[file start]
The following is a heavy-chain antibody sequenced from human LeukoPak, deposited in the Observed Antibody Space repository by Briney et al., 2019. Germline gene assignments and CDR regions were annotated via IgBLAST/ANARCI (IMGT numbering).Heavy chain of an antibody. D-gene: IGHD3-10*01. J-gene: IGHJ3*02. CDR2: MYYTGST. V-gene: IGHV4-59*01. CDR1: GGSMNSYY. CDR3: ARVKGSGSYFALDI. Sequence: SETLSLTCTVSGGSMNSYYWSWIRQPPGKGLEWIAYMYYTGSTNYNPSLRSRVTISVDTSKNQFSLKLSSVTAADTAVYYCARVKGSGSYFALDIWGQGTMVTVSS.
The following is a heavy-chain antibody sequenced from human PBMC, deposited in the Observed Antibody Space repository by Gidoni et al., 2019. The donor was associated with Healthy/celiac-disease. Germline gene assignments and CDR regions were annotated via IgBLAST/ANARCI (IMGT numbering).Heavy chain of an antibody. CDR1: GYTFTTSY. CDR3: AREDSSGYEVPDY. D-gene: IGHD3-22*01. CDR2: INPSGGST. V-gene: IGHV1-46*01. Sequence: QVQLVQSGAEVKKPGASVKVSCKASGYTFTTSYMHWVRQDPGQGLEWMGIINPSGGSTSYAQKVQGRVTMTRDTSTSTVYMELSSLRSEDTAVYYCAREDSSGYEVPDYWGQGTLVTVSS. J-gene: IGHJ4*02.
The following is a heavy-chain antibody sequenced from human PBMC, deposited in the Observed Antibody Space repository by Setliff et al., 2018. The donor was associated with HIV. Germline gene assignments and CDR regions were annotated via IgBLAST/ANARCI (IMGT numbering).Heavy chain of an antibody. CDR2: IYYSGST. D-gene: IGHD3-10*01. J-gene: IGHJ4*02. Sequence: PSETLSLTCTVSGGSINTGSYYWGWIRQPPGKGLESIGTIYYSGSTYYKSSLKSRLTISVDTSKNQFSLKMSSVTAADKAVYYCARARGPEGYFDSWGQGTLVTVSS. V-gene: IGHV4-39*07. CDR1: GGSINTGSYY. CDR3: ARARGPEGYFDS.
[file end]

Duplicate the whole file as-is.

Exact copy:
The following is a heavy-chain antibody sequenced from human LeukoPak, deposited in the Observed Antibody Space repository by Briney et al., 2019. Germline gene assignments and CDR regions were annotated via IgBLAST/ANARCI (IMGT numbering).Heavy chain of an antibody. D-gene: IGHD3-10*01. J-gene: IGHJ3*02. CDR2: MYYTGST. V-gene: IGHV4-59*01. CDR1: GGSMNSYY. CDR3: ARVKGSGSYFALDI. Sequence: SETLSLTCTVSGGSMNSYYWSWIRQPPGKGLEWIAYMYYTGSTNYNPSLRSRVTISVDTSKNQFSLKLSSVTAADTAVYYCARVKGSGSYFALDIWGQGTMVTVSS.
The following is a heavy-chain antibody sequenced from human PBMC, deposited in the Observed Antibody Space repository by Gidoni et al., 2019. The donor was associated with Healthy/celiac-disease. Germline gene assignments and CDR regions were annotated via IgBLAST/ANARCI (IMGT numbering).Heavy chain of an antibody. CDR1: GYTFTTSY. CDR3: AREDSSGYEVPDY. D-gene: IGHD3-22*01. CDR2: INPSGGST. V-gene: IGHV1-46*01. Sequence: QVQLVQSGAEVKKPGASVKVSCKASGYTFTTSYMHWVRQDPGQGLEWMGIINPSGGSTSYAQKVQGRVTMTRDTSTSTVYMELSSLRSEDTAVYYCAREDSSGYEVPDYWGQGTLVTVSS. J-gene: IGHJ4*02.
The following is a heavy-chain antibody sequenced from human PBMC, deposited in the Observed Antibody Space repository by Setliff et al., 2018. The donor was associated with HIV. Germline gene assignments and CDR regions were annotated via IgBLAST/ANARCI (IMGT numbering).Heavy chain of an antibody. CDR2: IYYSGST. D-gene: IGHD3-10*01. J-gene: IGHJ4*02. Sequence: PSETLSLTCTVSGGSINTGSYYWGWIRQPPGKGLESIGTIYYSGSTYYKSSLKSRLTISVDTSKNQFSLKMSSVTAADKAVYYCARARGPEGYFDSWGQGTLVTVSS. V-gene: IGHV4-39*07. CDR1: GGSINTGSYY. CDR3: ARARGPEGYFDS.